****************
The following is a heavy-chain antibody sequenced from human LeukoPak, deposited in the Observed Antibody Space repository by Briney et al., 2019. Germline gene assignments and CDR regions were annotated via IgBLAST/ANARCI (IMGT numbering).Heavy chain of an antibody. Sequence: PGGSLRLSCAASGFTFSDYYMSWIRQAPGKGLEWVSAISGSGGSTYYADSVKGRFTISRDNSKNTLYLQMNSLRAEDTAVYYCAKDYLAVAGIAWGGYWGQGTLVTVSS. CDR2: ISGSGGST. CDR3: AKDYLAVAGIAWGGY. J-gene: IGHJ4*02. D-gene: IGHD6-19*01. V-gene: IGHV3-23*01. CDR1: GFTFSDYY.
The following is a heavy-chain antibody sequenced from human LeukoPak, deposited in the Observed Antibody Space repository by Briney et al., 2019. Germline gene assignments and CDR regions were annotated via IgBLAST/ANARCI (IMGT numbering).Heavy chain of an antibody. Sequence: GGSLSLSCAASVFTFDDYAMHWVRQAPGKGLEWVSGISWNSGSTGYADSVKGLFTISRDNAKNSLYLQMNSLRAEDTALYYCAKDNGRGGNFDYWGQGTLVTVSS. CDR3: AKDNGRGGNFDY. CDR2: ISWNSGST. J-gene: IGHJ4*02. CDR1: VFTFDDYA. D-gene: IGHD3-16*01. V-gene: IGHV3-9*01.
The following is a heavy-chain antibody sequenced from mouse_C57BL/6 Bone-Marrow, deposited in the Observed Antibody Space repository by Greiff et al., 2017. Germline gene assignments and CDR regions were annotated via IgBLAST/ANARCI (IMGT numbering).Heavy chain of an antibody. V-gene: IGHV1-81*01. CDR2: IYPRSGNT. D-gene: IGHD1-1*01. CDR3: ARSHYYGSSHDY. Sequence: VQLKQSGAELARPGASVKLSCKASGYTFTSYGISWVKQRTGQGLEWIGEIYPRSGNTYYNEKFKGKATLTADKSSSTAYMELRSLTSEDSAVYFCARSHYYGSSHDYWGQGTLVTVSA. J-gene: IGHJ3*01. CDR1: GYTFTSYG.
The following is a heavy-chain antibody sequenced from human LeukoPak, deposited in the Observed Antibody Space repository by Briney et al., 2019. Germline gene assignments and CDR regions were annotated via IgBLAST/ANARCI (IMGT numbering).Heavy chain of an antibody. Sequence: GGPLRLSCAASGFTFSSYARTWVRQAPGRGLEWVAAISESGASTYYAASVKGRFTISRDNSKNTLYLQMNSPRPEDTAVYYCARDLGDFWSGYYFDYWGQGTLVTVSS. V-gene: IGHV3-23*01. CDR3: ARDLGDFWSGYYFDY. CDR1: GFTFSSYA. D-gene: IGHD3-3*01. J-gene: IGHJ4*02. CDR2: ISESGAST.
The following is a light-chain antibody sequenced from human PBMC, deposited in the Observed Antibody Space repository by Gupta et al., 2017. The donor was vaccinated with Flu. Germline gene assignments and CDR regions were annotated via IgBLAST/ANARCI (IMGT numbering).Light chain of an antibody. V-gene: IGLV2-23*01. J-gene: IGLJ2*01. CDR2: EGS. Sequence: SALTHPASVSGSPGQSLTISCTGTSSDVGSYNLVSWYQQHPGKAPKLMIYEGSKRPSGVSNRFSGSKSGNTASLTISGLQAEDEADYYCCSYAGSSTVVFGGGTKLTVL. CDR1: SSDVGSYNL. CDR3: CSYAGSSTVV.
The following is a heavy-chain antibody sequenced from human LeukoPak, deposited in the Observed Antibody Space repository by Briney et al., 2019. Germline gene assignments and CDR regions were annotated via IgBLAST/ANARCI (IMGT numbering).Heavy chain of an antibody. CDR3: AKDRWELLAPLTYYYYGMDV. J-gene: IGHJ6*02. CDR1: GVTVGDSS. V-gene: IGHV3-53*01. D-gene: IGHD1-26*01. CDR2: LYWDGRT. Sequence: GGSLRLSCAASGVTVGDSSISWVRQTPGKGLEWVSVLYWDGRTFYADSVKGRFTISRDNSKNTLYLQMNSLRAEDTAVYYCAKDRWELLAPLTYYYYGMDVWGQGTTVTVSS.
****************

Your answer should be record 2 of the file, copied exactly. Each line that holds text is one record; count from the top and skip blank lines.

The following is a heavy-chain antibody sequenced from human LeukoPak, deposited in the Observed Antibody Space repository by Briney et al., 2019. Germline gene assignments and CDR regions were annotated via IgBLAST/ANARCI (IMGT numbering).Heavy chain of an antibody. Sequence: GGSLSLSCAASVFTFDDYAMHWVRQAPGKGLEWVSGISWNSGSTGYADSVKGLFTISRDNAKNSLYLQMNSLRAEDTALYYCAKDNGRGGNFDYWGQGTLVTVSS. CDR3: AKDNGRGGNFDY. CDR2: ISWNSGST. J-gene: IGHJ4*02. CDR1: VFTFDDYA. D-gene: IGHD3-16*01. V-gene: IGHV3-9*01.